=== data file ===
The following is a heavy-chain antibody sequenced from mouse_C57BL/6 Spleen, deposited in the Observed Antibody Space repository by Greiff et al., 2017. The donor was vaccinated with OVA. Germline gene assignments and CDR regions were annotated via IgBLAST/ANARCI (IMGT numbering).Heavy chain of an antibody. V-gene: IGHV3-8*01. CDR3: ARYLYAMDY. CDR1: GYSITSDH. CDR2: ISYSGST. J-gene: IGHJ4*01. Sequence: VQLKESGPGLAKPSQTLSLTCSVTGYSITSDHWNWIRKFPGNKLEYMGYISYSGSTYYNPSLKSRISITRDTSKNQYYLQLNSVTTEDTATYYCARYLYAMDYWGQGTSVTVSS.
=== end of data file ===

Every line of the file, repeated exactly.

The following is a heavy-chain antibody sequenced from mouse_C57BL/6 Spleen, deposited in the Observed Antibody Space repository by Greiff et al., 2017. The donor was vaccinated with OVA. Germline gene assignments and CDR regions were annotated via IgBLAST/ANARCI (IMGT numbering).Heavy chain of an antibody. V-gene: IGHV3-8*01. CDR3: ARYLYAMDY. CDR1: GYSITSDH. CDR2: ISYSGST. J-gene: IGHJ4*01. Sequence: VQLKESGPGLAKPSQTLSLTCSVTGYSITSDHWNWIRKFPGNKLEYMGYISYSGSTYYNPSLKSRISITRDTSKNQYYLQLNSVTTEDTATYYCARYLYAMDYWGQGTSVTVSS.